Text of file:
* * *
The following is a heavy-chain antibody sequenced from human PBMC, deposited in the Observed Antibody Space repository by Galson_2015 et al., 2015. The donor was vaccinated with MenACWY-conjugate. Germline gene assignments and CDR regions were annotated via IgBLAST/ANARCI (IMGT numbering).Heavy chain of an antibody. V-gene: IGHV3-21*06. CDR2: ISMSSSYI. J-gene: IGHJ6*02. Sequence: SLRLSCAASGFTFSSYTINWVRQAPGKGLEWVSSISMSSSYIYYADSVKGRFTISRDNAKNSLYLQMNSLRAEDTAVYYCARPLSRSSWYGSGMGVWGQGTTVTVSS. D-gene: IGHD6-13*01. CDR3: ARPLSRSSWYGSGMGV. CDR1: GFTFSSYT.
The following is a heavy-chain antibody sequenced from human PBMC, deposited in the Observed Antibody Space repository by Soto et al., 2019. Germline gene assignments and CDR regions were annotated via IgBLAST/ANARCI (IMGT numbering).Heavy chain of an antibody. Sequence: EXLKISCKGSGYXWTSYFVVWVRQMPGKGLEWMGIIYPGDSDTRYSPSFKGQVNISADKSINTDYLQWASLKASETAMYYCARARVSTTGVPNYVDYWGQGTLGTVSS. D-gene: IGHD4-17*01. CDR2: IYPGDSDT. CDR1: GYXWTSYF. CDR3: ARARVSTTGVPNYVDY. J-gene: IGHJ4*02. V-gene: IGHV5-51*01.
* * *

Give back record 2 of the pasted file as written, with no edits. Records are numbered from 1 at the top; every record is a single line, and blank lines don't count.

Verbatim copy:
The following is a heavy-chain antibody sequenced from human PBMC, deposited in the Observed Antibody Space repository by Soto et al., 2019. Germline gene assignments and CDR regions were annotated via IgBLAST/ANARCI (IMGT numbering).Heavy chain of an antibody. Sequence: EXLKISCKGSGYXWTSYFVVWVRQMPGKGLEWMGIIYPGDSDTRYSPSFKGQVNISADKSINTDYLQWASLKASETAMYYCARARVSTTGVPNYVDYWGQGTLGTVSS. D-gene: IGHD4-17*01. CDR2: IYPGDSDT. CDR1: GYXWTSYF. CDR3: ARARVSTTGVPNYVDY. J-gene: IGHJ4*02. V-gene: IGHV5-51*01.